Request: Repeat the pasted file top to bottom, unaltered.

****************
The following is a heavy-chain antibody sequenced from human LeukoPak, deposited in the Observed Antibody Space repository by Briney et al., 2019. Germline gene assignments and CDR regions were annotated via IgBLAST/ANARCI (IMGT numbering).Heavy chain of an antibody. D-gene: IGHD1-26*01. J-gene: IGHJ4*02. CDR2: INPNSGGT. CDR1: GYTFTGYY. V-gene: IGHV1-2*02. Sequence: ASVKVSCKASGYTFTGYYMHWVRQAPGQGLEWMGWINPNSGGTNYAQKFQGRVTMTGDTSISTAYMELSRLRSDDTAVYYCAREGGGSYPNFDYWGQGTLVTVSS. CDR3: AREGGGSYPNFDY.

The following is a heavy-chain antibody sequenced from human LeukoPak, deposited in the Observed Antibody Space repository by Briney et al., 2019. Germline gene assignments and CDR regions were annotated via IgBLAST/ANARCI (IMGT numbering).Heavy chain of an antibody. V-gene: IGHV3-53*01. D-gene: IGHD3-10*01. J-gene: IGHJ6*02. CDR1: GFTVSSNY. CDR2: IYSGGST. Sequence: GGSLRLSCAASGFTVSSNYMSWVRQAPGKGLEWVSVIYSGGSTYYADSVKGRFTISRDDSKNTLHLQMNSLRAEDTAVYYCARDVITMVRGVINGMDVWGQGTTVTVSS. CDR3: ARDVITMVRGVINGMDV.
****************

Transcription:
The following is a heavy-chain antibody sequenced from human LeukoPak, deposited in the Observed Antibody Space repository by Briney et al., 2019. Germline gene assignments and CDR regions were annotated via IgBLAST/ANARCI (IMGT numbering).Heavy chain of an antibody. D-gene: IGHD1-26*01. J-gene: IGHJ4*02. CDR2: INPNSGGT. CDR1: GYTFTGYY. V-gene: IGHV1-2*02. Sequence: ASVKVSCKASGYTFTGYYMHWVRQAPGQGLEWMGWINPNSGGTNYAQKFQGRVTMTGDTSISTAYMELSRLRSDDTAVYYCAREGGGSYPNFDYWGQGTLVTVSS. CDR3: AREGGGSYPNFDY.

The following is a heavy-chain antibody sequenced from human LeukoPak, deposited in the Observed Antibody Space repository by Briney et al., 2019. Germline gene assignments and CDR regions were annotated via IgBLAST/ANARCI (IMGT numbering).Heavy chain of an antibody. V-gene: IGHV3-53*01. D-gene: IGHD3-10*01. J-gene: IGHJ6*02. CDR1: GFTVSSNY. CDR2: IYSGGST. Sequence: GGSLRLSCAASGFTVSSNYMSWVRQAPGKGLEWVSVIYSGGSTYYADSVKGRFTISRDDSKNTLHLQMNSLRAEDTAVYYCARDVITMVRGVINGMDVWGQGTTVTVSS. CDR3: ARDVITMVRGVINGMDV.